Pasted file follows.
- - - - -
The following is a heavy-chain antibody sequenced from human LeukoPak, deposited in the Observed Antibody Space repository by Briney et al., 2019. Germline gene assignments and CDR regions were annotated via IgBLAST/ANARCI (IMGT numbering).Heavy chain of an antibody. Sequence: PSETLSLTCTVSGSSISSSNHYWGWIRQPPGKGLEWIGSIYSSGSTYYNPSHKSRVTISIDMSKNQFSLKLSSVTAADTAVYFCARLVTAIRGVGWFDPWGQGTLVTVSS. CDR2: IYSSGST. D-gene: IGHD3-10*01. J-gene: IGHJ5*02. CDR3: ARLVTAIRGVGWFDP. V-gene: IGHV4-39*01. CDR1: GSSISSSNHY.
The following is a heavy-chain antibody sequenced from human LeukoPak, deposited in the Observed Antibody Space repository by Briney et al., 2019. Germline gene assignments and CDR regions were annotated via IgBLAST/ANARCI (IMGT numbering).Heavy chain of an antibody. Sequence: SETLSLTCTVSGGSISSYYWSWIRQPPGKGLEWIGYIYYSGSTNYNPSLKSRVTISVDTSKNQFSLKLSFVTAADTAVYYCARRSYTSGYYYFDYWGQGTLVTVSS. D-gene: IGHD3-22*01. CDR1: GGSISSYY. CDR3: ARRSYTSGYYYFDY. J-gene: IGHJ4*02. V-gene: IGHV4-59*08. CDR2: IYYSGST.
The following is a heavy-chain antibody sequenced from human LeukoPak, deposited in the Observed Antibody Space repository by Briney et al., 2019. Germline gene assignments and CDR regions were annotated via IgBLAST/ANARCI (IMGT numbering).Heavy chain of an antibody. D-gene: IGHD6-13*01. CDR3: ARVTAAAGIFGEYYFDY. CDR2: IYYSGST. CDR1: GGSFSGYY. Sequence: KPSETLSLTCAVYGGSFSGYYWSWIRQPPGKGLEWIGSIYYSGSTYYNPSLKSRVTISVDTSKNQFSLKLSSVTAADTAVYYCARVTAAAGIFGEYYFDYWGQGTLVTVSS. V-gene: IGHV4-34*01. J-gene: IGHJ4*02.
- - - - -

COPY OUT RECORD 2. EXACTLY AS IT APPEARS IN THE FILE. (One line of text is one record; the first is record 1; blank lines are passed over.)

The following is a heavy-chain antibody sequenced from human LeukoPak, deposited in the Observed Antibody Space repository by Briney et al., 2019. Germline gene assignments and CDR regions were annotated via IgBLAST/ANARCI (IMGT numbering).Heavy chain of an antibody. Sequence: SETLSLTCTVSGGSISSYYWSWIRQPPGKGLEWIGYIYYSGSTNYNPSLKSRVTISVDTSKNQFSLKLSFVTAADTAVYYCARRSYTSGYYYFDYWGQGTLVTVSS. D-gene: IGHD3-22*01. CDR1: GGSISSYY. CDR3: ARRSYTSGYYYFDY. J-gene: IGHJ4*02. V-gene: IGHV4-59*08. CDR2: IYYSGST.